In the arid West, solid waste officials believed early on that the climate would prevent landfills from leaking heavily and contaminating groundwater. So states such as Wyoming operated their landfills without liners.
They learned much later that just a little water can make landfills leak.
About 20 years ago, in response to the federal Resource Conservation and Recovery Act, the state of Wyoming began to monitor for groundwater contamination at landfills — and found it.
In recent years the state Legislature has allocated millions of dollars to cap the leaking landfills and treat contaminated groundwater.
This year, two legislative interim committees — the Joint Interim Committee on Minerals, Business and Economic Development and the Joint Appropriations Committee — were assigned landfill remediation as their top study priority.
State Sen. Eli Bebout, R-Riverton, is chairman of the minerals committee and is co-chairman of the appropriations committee. Bebout believes the Legislature has developed reasonable approaches to the landfill problem. Lawmakers established a $45 million fund this year to address leaking landfills.
One goal of the interim study will be to find a long-term revenue stream.
One proposal is to divert some of the $10 million to $11 million per year that currently goes to leaking underground storage tanks, or LUST. The LUST program has been operating for about 20 years — funded by a one penny stream from the total state sales tax on gasoline and diesel.
The program has made significant inroads into the list of necessary projects.
“We’ve just about got the low-hanging fruit, the high-hanging fruit and now we can consider taking some of the money for landfills,” Bebout said.
An earlier Wyoming Department of Environmental Quality estimate pegged the cost of cleaning and treating all of the state’s leaking landfills at approximately $200 million.
That was a conservative estimate, said Carl Anderson, administrator of the DEQ’s solid and hazardous waste division.
“The number’s still out there but as we move through the process of refining our costs, our numbers will change,” he added.
The agency is required to submit reports annually to the Legislature.
The last report, issued in December, listed 11 priority landfill projects at an estimated cost of $30.79 million in the next 20 years.
Campbell County has two projects on the list. One project, costing $4.3 million, would improve the gas collection system and possibly cap more of a landfill that was closed 10 years ago. The second project, costing $4.5 million, entails capping and monitoring the unlined area of Campbell County’s current operational landfill.
Cheyenne is on the priority list for $9.5 million to cap 76 acres of the city landfill currently used only for construction and demolition waste. Other municipal waste is transported from Cheyenne to a facility in Ault, Colo.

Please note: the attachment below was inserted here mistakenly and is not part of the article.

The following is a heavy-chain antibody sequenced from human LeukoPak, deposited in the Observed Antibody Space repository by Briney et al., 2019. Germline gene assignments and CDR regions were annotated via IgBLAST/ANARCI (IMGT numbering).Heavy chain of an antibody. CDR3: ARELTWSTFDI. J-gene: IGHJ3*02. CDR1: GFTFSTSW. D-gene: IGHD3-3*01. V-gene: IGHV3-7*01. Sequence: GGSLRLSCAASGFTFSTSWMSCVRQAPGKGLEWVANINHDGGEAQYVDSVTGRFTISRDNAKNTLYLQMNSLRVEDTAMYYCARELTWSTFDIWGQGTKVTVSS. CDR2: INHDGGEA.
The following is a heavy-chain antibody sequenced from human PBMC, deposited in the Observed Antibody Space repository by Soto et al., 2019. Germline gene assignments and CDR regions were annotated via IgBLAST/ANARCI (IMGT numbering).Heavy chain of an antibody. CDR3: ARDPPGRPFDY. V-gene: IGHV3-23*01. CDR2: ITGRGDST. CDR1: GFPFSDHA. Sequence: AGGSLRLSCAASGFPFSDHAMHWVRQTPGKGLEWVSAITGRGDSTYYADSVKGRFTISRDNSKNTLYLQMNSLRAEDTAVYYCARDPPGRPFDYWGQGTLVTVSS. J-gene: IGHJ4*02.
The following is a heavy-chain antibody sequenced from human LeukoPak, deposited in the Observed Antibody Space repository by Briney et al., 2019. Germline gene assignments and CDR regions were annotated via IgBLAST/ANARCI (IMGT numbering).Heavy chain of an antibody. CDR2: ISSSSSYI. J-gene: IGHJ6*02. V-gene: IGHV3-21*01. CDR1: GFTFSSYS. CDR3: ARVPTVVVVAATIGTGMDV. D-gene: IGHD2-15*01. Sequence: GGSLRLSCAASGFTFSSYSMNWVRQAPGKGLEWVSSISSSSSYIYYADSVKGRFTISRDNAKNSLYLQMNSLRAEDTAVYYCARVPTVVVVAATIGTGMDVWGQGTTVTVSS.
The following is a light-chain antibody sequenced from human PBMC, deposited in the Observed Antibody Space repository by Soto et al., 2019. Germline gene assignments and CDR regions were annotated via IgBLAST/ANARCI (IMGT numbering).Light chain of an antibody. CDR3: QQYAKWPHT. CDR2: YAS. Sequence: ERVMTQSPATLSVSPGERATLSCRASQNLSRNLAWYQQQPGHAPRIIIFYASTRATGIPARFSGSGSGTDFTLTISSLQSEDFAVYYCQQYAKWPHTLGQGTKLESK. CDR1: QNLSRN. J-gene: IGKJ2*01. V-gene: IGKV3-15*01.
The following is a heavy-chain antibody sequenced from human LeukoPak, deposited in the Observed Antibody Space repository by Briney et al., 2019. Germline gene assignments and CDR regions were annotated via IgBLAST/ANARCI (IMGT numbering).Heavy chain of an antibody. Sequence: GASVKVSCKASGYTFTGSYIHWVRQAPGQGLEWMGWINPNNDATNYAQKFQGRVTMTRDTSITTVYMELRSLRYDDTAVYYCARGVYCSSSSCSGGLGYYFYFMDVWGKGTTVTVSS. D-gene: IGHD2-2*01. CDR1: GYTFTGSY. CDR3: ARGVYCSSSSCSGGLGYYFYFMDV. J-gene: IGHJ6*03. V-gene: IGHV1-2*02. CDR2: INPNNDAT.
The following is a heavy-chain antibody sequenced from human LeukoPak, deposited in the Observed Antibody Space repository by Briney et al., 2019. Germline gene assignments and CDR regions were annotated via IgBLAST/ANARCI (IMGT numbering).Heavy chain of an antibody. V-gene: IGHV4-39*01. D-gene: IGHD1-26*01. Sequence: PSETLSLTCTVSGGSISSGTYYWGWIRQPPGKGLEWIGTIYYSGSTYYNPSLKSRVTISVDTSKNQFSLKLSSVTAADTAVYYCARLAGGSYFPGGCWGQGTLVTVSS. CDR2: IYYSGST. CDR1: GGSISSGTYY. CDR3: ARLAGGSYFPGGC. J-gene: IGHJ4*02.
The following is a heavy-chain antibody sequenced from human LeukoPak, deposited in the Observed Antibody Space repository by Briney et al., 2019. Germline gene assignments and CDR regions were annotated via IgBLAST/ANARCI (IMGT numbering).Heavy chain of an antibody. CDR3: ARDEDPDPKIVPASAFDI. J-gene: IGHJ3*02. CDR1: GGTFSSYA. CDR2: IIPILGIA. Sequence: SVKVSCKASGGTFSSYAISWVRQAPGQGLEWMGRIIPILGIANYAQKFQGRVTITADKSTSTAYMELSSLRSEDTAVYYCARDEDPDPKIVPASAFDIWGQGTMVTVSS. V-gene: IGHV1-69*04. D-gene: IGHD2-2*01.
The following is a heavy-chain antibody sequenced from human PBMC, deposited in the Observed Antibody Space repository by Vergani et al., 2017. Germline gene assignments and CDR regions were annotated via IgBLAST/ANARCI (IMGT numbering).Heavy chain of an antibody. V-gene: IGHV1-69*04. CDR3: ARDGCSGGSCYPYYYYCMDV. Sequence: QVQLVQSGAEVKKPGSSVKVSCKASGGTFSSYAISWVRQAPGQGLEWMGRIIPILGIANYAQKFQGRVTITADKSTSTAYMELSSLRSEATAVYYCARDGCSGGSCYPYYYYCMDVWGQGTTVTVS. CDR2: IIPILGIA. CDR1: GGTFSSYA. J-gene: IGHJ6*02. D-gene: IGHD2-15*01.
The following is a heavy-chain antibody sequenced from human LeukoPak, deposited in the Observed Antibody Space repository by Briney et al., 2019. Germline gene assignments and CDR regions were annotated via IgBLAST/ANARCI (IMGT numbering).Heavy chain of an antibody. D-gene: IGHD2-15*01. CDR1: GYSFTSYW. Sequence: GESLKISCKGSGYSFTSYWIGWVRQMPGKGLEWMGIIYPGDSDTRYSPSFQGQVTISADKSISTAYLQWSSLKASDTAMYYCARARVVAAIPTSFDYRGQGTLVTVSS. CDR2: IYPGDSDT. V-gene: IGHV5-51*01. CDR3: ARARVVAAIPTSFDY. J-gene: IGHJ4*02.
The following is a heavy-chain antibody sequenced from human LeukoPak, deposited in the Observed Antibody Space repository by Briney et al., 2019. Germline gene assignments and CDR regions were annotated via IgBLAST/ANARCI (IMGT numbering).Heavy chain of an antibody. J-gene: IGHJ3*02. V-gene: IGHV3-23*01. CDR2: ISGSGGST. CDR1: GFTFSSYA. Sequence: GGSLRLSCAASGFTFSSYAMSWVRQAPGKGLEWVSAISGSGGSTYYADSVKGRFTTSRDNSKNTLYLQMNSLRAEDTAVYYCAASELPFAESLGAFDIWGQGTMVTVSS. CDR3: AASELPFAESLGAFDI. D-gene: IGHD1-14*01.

Another closed landfill that has contaminated groundwater is the Casper Balefill along the North Platte River. Estimated cost for additional monitoring and an improved landfill gas collection system is $1.38 million.
Other landfills on the list are in Sheridan, two projects totaling $1.8 million; Evanston, $509,195; Guernsey, $2.6 million; Newcastle, $1.6 million; Buffalo, $2.8 million; and Riverton, $1.5 million.
An additional piece of the contamination issue is closing local landfills and transferring the trash to a regional landfill system.
“That’s a much more immediate need, particularly when there are small, unlined landfills that need to be closed and transfer trash to a larger, regional, lined landfill,” said George Parks, executive director of the Wyoming Association of Municipalities.
The establishment of a trash transfer operation, he said, can cost $750,000. The towns don’t have that kind of money and can’t raise enough to even set up a small transfer station, he said.
Some communities have already started the trash transfer operation with grants from the State Loan and Investment Board, a group that includes the governor and the other four elected state officials.
“In our mind that’s much more urgent and lot easier to get a handle on,” Parks said.
The normal procedure when a city or town closes a landfill is to cap it with three-foot layers of clay soil, followed by grading so that any precipitation runs off to the side rather than down through the landfill material.
“That can get pretty expensive if you have 10 acres,” Parks said.